Now I guess I am most interested in the trigger and how well it works or doesn’t. I am also most interested in its inherent accuracy, though with some of these “old gals” around here, it will really have to impress. It would be refreshing to see Gamo finally step to the forefront. They have been at it for a number of years.

  5. If the system proves to reliably and consistently load pellets without damaging skirts, pellet pouches may be a thing of the past? Is that the problem looking for a solution? I always considered repeating soringers to be a gimmick or a novelty that introduced unneeded complexity into a simple and graceful machine. Still can’t visualize how the pellet gets into the breach, but I’ll look at the videos and see.

    • Roamin,
      Eye Health, Thanks for mentioning Lutein. It’s not currently on my list.
      Funny, the email notification of your comment spelled it ‘Luteal’. What in the world would a Menstrual Cycle have to do with eye health? Had me going.

  6. B.B.
    I guess I’m different than most. I see this (a repeating break barrel) as the future. Think of a hunter in the woods, not having to fumble around, trying to get a pellet out of a tin or pouch for a reload (not to mention if wearing gloves). Just cock and shoot. I think it will be perfected someday, hopefully sooner than later. I also think the same with pump guns. My examples, I had a Remington .22 rifle that was bolt action with a 5/10 shot magazine and a single shot try adapter. For me, it seemed to do better with the single shot adapter but I had more fun using the magazines. Next I have a Crosman 2100 that is a single shot pellet gun or a repeater with bbs. I can tell you if just plinking, bb’s are much faster, simpler and more enjoyable. I keep thinking a high end maker will come out with one eventually. But each to his own.


  7. FM is sticking to his HWs, but to each their own and different strokes for different folks. It is irksome when a company designs something that, on the surface, is clever/innovative and then puts out a sucky “instruction” manual to go with it – that’s a bummer/turnoff in FM World.

    • FM

      If you check out the online manual, you’ll notice a vast improvement over the printed one. Something I noticed, tho, is that the Spanish and French versions, which are right below the English one, are much more complete and even have more pictures of the parts and procedures. It would seem that English was an after thought.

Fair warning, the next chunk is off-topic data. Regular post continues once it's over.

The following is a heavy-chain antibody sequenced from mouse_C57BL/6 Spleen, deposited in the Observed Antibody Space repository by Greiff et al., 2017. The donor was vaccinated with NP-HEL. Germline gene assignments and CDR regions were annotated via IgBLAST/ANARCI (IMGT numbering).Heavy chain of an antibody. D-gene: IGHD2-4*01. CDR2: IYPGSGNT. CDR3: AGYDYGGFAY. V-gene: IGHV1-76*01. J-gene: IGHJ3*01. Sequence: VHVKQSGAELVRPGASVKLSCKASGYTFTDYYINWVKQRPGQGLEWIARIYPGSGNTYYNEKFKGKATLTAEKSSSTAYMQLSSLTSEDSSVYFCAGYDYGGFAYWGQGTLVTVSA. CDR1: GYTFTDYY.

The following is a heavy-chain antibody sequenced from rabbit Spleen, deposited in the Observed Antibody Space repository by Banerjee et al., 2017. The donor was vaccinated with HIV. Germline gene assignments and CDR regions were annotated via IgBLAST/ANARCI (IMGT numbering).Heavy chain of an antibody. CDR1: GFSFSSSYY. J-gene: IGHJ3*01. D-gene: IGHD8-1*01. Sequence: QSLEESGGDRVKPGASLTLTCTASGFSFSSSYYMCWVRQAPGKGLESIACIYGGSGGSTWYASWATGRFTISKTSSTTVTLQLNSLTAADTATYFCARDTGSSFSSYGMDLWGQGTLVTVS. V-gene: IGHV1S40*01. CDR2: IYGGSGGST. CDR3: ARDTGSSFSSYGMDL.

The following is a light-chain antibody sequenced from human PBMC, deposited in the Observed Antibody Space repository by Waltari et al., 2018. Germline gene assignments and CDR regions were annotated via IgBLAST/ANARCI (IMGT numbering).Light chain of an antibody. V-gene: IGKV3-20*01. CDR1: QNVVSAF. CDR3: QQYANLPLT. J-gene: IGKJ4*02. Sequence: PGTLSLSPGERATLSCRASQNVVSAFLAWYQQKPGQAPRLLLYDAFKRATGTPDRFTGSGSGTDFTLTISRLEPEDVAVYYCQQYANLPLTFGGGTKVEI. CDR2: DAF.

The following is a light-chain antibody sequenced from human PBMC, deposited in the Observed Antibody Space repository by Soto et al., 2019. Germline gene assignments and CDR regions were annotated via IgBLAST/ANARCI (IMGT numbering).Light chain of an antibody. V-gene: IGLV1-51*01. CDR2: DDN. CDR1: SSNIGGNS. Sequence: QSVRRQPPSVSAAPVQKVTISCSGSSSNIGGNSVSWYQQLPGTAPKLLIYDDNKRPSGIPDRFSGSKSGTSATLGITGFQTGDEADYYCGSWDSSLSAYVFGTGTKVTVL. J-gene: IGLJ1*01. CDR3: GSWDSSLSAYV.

I have owned an earlier version,, in fact it might be the earliest as it has an actual spring instead of the gas “thingie”. Mine has proven to be quite reliable and certainly tin can accurate out to 25 yards. I haven’t bench tested it for accuracy,, but I hesitate doing that for fear of ruining my good opinion.


      • Point taken, edlee; still believe this is not great marketing on Gamo’s part – smacks of “well, we don’t care that much about the N American market so we’ll just throw some basic instructions in that direction and let it go at that.” Some customers no doubt still prefer a good printed instruction/reference/maintenance manual to come with their purchase. It’s that Bachelor’s degree in Business/Marketing speaking inside FM’s head but since he is not a Gamo Beancounter, what does he know? Nada!

        • FawltyManuel,

          Perhaps it has nothing to do with the N American market! Someone in Spain might still be upset about the dreadful Armada thing in the English Channel!
          And anyways, those English airgunners are a SMUG bunch too! Serves them right.


  8. BB, and all-

    I just wanted everyone to know about the important info on the first page of Spanish language instructions in the manual hi3 linked to above.

    Right there in big, bold print- It says- ‘Do Not Use BB’s Pellets’!

    Pretty definitive proof that Gamo is looking out for our fearless leader!

    • Oh No!!
      Now you’ve gone and let the cat out of the bag! “BB’s pellets” are part of a top secret project under development at an unnamed European ammunition manufacturer. They will have a proprietary pyrotechnic compound placed in the skirt, ignited by the heat of compression. Similar to base bleed artillery shells, this will not INCREASE velocity, but have just enough thrust to MAINTAIN muzzle velocity to at least 100 yards. A secondary benefit is that the smoke trail acts as an excellent tracer.